The union representing workers at a Zellers in Burnaby, B.C. has filed an application with the B.C. Labour Relations Board, asking for Target to be declared as the “successor employer” when the company opens operations in Canada.
American-based Target plans to convert 135 Canadian Zellers stores by 2013. Their current plan is to let go of all of the Zellers staff and hire its own employees.
Currently, 15 Zellers stores are unionized.
By asking the B.C. Labour Relations Board to declare Target as the “successor employer,” the United Food and Commercial Workers (UFCW) union hopes the soon-to-be Target store will continue to be unionized and keep the workers employed. Canadian labour laws require successor companies to hold on to unions if the company is opening a similar business in the same area.
“The reason we filed this application is to ensure Target honours its legal obligation under B.C. labour law,” says UFCW Local 1518 president Ivan Limpright. “After Target bought Zellers earlier this year, we made a point of reassuring our Zellers members that their long-term job security is a top priority for the union.”
Limpright says UFCW 1518 intends to resume negotiations for a renewal collective agreement shortly. The union expects contract talks will continue during the Labour Board hearing.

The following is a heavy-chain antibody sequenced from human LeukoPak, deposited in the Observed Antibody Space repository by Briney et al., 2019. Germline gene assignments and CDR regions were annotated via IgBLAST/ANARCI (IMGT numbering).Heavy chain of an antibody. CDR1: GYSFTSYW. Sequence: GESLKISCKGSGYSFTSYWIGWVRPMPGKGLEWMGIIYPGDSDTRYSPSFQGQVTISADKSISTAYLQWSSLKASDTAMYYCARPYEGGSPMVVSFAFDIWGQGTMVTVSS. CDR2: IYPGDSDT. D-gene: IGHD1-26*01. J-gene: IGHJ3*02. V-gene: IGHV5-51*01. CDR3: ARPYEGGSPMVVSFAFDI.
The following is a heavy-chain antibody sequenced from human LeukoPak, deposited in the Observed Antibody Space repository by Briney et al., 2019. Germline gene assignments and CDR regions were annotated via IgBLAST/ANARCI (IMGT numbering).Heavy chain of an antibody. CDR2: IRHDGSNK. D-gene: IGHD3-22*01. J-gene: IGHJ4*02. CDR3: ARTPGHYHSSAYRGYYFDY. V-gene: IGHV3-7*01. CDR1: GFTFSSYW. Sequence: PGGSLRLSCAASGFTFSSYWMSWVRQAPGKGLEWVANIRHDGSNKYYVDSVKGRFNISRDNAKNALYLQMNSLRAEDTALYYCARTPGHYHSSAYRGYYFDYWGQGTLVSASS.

Lisa Gibson, a spokeswoman for Target, told the Globe and Mail the acquisition of Zellers leases “is a real estate transaction and not the acquisition of a business, technology or employees. As such, we do not believe Target is a successor employer under applicable law and do not believe that there was reasonable cause to file a successorship application.”
Gibson indicated that Target will contest the application.
Canada is not new to American-owned operations opposing unionization when setting up shop north of the border. After a Jonquiere, Que. Wal-Mart voted to unionize in 2005, the company shut down the store.
Earlier this year, 150 Wal-Mart employees in Gatineau, Que. decertified their union after just one year with their first collective agreement. Employees at a St-Hyacinthe, Que. Wal-Mart decertified their union in March 2011 after the union spent years in court trying to achieve an agreement.
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